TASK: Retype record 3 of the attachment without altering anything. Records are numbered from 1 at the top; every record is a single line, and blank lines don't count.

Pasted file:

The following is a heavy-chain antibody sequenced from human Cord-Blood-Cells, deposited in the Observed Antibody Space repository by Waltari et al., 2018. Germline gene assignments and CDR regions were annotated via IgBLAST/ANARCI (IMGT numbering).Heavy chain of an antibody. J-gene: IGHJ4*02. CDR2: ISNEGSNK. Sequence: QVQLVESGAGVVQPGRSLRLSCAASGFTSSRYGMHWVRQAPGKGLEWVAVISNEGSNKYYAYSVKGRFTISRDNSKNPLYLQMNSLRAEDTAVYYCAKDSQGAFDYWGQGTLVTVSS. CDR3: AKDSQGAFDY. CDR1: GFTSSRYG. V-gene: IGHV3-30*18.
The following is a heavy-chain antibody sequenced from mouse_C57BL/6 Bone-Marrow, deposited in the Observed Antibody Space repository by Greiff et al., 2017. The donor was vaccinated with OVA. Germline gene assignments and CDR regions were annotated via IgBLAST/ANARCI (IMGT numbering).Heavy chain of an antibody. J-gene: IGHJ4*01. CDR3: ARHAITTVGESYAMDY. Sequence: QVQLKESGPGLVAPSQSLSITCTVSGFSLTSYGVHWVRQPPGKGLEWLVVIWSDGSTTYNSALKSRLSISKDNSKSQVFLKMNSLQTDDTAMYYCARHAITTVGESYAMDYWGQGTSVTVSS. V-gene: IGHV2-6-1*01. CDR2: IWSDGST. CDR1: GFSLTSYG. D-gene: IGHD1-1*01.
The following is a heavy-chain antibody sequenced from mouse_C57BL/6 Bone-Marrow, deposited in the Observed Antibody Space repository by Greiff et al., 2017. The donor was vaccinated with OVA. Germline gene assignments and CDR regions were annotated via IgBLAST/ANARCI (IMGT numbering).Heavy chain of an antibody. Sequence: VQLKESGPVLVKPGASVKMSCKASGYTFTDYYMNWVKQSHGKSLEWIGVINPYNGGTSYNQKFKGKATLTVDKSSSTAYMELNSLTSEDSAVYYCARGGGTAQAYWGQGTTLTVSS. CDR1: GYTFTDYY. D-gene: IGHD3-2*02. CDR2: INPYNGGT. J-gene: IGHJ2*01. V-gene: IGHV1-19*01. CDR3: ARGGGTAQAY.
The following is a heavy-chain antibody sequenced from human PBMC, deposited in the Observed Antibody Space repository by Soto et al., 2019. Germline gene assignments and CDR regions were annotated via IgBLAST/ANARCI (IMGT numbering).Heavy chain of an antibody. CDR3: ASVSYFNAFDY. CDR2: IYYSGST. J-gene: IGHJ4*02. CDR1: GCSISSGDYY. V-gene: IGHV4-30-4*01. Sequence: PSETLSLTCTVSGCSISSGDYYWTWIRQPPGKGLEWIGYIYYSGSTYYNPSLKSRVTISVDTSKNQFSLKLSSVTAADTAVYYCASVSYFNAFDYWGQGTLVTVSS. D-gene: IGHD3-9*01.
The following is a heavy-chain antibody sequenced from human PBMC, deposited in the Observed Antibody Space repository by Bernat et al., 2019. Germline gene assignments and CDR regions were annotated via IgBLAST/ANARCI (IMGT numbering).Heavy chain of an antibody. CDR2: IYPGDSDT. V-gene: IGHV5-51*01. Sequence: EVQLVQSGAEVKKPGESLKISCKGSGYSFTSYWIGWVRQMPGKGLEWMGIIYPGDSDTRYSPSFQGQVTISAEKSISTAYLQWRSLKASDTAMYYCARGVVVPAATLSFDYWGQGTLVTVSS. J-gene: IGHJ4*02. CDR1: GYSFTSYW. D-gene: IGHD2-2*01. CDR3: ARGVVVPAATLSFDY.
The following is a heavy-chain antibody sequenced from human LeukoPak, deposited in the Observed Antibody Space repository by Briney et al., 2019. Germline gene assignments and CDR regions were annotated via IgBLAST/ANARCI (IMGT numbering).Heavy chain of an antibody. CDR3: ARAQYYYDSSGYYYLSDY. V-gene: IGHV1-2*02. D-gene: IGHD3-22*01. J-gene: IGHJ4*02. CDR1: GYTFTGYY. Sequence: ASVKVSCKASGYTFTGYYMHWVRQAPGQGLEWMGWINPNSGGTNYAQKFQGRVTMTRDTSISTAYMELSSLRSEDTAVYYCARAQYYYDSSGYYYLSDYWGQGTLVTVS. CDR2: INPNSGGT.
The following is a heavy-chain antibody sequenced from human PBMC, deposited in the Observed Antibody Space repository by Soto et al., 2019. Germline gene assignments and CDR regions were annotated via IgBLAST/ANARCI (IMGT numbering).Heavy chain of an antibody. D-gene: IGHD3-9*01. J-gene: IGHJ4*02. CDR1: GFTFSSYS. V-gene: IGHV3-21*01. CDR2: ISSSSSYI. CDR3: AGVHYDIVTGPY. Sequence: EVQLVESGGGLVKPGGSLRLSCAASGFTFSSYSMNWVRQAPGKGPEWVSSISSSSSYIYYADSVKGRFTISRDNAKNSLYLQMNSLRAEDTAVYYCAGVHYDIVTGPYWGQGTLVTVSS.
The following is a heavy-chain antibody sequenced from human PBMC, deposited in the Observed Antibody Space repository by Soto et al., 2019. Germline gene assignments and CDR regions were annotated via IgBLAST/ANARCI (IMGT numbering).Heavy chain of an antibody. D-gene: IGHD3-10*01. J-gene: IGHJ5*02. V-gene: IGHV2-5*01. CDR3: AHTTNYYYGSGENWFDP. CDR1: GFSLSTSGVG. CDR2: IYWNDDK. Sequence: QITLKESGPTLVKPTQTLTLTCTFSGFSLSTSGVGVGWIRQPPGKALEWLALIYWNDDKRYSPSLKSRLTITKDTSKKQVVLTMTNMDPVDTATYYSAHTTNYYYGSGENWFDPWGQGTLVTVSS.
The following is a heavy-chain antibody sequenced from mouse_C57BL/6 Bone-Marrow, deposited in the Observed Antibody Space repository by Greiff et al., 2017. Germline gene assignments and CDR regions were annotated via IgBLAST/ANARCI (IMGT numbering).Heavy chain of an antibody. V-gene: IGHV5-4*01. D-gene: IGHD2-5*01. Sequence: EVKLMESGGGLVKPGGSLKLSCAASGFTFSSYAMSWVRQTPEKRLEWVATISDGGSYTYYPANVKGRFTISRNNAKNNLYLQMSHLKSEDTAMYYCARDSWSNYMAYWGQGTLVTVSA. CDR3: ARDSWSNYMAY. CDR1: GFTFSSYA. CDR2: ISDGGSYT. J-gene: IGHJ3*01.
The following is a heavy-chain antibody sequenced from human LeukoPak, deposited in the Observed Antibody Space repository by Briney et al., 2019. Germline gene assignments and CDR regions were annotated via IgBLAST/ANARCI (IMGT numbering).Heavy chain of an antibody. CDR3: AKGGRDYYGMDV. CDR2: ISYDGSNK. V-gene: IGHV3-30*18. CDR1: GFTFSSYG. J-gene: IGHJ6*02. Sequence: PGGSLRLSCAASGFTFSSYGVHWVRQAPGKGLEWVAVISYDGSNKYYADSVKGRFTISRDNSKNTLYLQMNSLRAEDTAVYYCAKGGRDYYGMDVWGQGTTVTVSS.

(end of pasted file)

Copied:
The following is a heavy-chain antibody sequenced from mouse_C57BL/6 Bone-Marrow, deposited in the Observed Antibody Space repository by Greiff et al., 2017. The donor was vaccinated with OVA. Germline gene assignments and CDR regions were annotated via IgBLAST/ANARCI (IMGT numbering).Heavy chain of an antibody. Sequence: VQLKESGPVLVKPGASVKMSCKASGYTFTDYYMNWVKQSHGKSLEWIGVINPYNGGTSYNQKFKGKATLTVDKSSSTAYMELNSLTSEDSAVYYCARGGGTAQAYWGQGTTLTVSS. CDR1: GYTFTDYY. D-gene: IGHD3-2*02. CDR2: INPYNGGT. J-gene: IGHJ2*01. V-gene: IGHV1-19*01. CDR3: ARGGGTAQAY.